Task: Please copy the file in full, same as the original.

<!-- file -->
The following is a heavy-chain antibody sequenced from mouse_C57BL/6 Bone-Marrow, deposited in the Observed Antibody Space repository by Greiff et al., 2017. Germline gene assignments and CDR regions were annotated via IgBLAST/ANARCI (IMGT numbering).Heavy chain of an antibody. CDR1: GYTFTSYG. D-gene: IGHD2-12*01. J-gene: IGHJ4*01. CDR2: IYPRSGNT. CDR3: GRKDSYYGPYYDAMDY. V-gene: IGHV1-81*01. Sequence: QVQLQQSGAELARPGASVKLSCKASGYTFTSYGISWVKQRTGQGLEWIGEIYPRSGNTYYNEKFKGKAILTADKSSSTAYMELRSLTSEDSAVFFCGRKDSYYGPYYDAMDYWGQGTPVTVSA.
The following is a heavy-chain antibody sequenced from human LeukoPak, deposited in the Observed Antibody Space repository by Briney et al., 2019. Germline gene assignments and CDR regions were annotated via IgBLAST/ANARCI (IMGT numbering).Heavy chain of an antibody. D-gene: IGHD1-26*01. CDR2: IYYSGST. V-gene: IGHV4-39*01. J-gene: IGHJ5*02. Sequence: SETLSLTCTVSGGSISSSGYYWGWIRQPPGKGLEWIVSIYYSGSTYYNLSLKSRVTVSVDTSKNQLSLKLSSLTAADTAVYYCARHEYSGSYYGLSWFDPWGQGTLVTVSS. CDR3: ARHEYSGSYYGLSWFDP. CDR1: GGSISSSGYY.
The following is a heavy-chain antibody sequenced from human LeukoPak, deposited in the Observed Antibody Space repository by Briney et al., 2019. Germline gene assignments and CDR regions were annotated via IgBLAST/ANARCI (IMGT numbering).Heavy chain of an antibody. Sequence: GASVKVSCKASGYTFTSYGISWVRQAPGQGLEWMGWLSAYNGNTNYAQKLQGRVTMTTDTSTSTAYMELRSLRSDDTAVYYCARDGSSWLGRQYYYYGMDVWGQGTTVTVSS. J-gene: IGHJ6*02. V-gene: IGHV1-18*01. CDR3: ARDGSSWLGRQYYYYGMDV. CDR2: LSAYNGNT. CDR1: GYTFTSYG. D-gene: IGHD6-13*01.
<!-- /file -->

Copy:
The following is a heavy-chain antibody sequenced from mouse_C57BL/6 Bone-Marrow, deposited in the Observed Antibody Space repository by Greiff et al., 2017. Germline gene assignments and CDR regions were annotated via IgBLAST/ANARCI (IMGT numbering).Heavy chain of an antibody. CDR1: GYTFTSYG. D-gene: IGHD2-12*01. J-gene: IGHJ4*01. CDR2: IYPRSGNT. CDR3: GRKDSYYGPYYDAMDY. V-gene: IGHV1-81*01. Sequence: QVQLQQSGAELARPGASVKLSCKASGYTFTSYGISWVKQRTGQGLEWIGEIYPRSGNTYYNEKFKGKAILTADKSSSTAYMELRSLTSEDSAVFFCGRKDSYYGPYYDAMDYWGQGTPVTVSA.
The following is a heavy-chain antibody sequenced from human LeukoPak, deposited in the Observed Antibody Space repository by Briney et al., 2019. Germline gene assignments and CDR regions were annotated via IgBLAST/ANARCI (IMGT numbering).Heavy chain of an antibody. D-gene: IGHD1-26*01. CDR2: IYYSGST. V-gene: IGHV4-39*01. J-gene: IGHJ5*02. Sequence: SETLSLTCTVSGGSISSSGYYWGWIRQPPGKGLEWIVSIYYSGSTYYNLSLKSRVTVSVDTSKNQLSLKLSSLTAADTAVYYCARHEYSGSYYGLSWFDPWGQGTLVTVSS. CDR3: ARHEYSGSYYGLSWFDP. CDR1: GGSISSSGYY.
The following is a heavy-chain antibody sequenced from human LeukoPak, deposited in the Observed Antibody Space repository by Briney et al., 2019. Germline gene assignments and CDR regions were annotated via IgBLAST/ANARCI (IMGT numbering).Heavy chain of an antibody. Sequence: GASVKVSCKASGYTFTSYGISWVRQAPGQGLEWMGWLSAYNGNTNYAQKLQGRVTMTTDTSTSTAYMELRSLRSDDTAVYYCARDGSSWLGRQYYYYGMDVWGQGTTVTVSS. J-gene: IGHJ6*02. V-gene: IGHV1-18*01. CDR3: ARDGSSWLGRQYYYYGMDV. CDR2: LSAYNGNT. CDR1: GYTFTSYG. D-gene: IGHD6-13*01.